Tuesday, January 19, 2010

Sketchbook Tuesday - connections

Well, you can see that my stitching of this hand made sketchbook isn't as tight as it could have been. Oh well. Next time. This is how my paper white bulbs look now. The quote is from Ralph Waldo Emerson, found in my current reading, The American Transcendentalists, Essential Writings, edited by Lawrence Buell.

I have long been interested in the Transcendentalist movement beginning with my reading of Thoreau's Walden back when I was a high school student and again with an American Literature class in college. I decided to revisit this interest and have begun with this volume by Buell. Since I have embarked on my 100 painting project, which will be largely inspired by landscape, I am also inspired to study more about landscape painters. For some time now I have been particularly intrigued by the painters of the Hudson River School. While researching reading material I discovered these artists were influenced by the Transcendentalists. A connection. So I have two books lined up to continue on this research theme of American landscape painters and the philosophical inspiration behind them, Nature and Culture, by Barbara Novak and American Wilderness by Barbara Babcock Millhouse. Landscape has been an interest of mine for a very long time and I am excited to be taking the topic further through such strongly connected research.

Another connection is that a new blog has been started by Katherine Tyrrell on the very subject of landscape. The Art of the Landscape appears to be off to a great start and I am sure will be a valuable resource with much careful research.
But the connection goes even further for me. It turns out that the Transcendentalists were influenced by the German writer and philosopher, Goethe. Who wrote Theory of Colours. And influenced Rudolf Steiner. Rudolf Steiner developed the Waldorf educational method. A model that we follow (loosely) in our homeschool. Through my home educational research over the years I am very impressed with the Waldorf method and if we had a Waldorf school in our area I would have given it serious consideration for Kiddo. I have read several books on the topic of Waldorf education but nothing by Steiner himself. Or Goethe for that matter. They are going on my list though. If you have book recommendations on any of these topics I would love to hear them.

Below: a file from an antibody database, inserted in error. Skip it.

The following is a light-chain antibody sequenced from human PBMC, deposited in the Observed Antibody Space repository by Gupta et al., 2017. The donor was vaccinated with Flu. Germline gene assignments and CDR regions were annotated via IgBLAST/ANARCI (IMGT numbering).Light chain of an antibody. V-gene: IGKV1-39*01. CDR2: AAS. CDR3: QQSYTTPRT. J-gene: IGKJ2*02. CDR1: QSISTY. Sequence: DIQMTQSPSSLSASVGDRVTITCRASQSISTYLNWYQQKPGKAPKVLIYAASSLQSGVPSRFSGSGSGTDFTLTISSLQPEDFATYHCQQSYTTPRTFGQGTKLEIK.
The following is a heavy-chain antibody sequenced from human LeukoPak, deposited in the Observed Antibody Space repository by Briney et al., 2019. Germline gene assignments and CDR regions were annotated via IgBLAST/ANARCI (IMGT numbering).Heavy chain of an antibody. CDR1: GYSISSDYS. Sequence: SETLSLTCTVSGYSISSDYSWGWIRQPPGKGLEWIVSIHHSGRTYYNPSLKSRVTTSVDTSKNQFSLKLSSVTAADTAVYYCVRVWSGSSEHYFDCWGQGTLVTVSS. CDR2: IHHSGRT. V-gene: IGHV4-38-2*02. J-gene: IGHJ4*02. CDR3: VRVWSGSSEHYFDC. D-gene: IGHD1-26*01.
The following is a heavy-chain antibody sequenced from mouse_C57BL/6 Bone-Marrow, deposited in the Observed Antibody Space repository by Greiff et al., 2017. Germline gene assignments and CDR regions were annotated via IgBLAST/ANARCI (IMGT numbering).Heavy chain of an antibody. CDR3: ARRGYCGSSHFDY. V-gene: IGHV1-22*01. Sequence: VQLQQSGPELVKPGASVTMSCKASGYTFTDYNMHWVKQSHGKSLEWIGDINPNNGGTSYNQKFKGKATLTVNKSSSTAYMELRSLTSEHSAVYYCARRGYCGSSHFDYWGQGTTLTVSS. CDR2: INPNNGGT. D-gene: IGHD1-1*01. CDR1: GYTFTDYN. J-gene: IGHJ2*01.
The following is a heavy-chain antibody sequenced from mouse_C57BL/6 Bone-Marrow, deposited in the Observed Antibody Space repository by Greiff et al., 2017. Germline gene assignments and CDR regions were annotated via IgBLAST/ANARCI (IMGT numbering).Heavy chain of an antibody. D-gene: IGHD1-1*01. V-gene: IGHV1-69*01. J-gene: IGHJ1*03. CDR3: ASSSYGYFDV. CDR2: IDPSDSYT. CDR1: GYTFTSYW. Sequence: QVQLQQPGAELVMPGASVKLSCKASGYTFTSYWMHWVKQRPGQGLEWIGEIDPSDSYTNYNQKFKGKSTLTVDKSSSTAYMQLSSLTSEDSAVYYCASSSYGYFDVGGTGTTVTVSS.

12 comments:

nanke's stuff said...

Great post and wonderful drawings. We wanted to send our little nipper to the Steiner School in Ann Arbor, but sadly, couldn't afford it. That was over 25 years ago! Now that we can afford it, he's a bit too old. lol nancy

Possum Patty said...

Enjoyed your post! Very interesting, I love the way you are discovering connections. Nice journal pages, too.

Alex said...

Very interesting post indeed! I love how the colors fade into the outlines, it's a very nice touch!

Shirley said...

Ann,
The gaps are impossible to eliminate if you are binding watercolor paper, although you can reduce them significantly by "gluing the spine." Email me if you want to know how to do that. In my recycled books, I just glue in a strip of endpaper or watercolor paper when the gap bothers me.
Shirley

AutumnLeaves said...

I so need to do one of these art journals! I love what all of you do with them. For some reason, my active imagination decides to simply take flight when I think on them. Anyway, Ann, your mention of the Hudson River School brought to mind another blog I follow in which the artist is doing HRS paintings. Here is a link if you are interested in seeing her work: http://connietom.blogspot.com/ I hadn't even heard of it before (I'm teaching myself as I go along), but I had found her blog somehow (I forget now). Another blogger, Jan Bledcowe, recently did a post on a Hudson River School artist and his views, so I spent a bit of time looking things up online. I love learning new things and your post has added more to my ever growing list! Anyway, great job on keeping that flower pot connected on your open journal page!

Phyllis said...

Wonderful pages and post (funny, we visited the newly re-opened local botanical garden yesterday with friends). I appreciate the book references (making a list).

Ellen said...

Pretty painting, great quote! And very interesting information. Emerson has been a long time favorite of mine. Good post, Ann!

donna said...

This is funny, I just added an Emerson quote to my blog today.

Anyway, terrific work.

Ann said...

Thanks all for your comments, info and links!
Nanke, I'm sure we could never afford a private school either - but I sometimes wish. . .
Shirley, I left a comment on your blog! Thanks!

Teresa said...

Thanks for reminding me that I've been wanting to read more Emerson... headed off to Amazon now to see what I find!

theamplegoddess said...

I'll have to read up on Transcendentalists. I like the sketch of the emerging bulbs. I tried to sketch my daffodils but it didn't come out well. You couldn't tell the plants from bits of rock. I'll try again when they're larger.

Ellen Read said...

Your comments about the Transcendentalists reminds me of the Winona Ryder version of Little Women where the director/producers felt the freedom to borrow more from Louisa May Alcott's life rather than just her books. It made for some lovely overlap and greater understanding of LM Alcott and her family (and her neighborhood) for the average American viewer.

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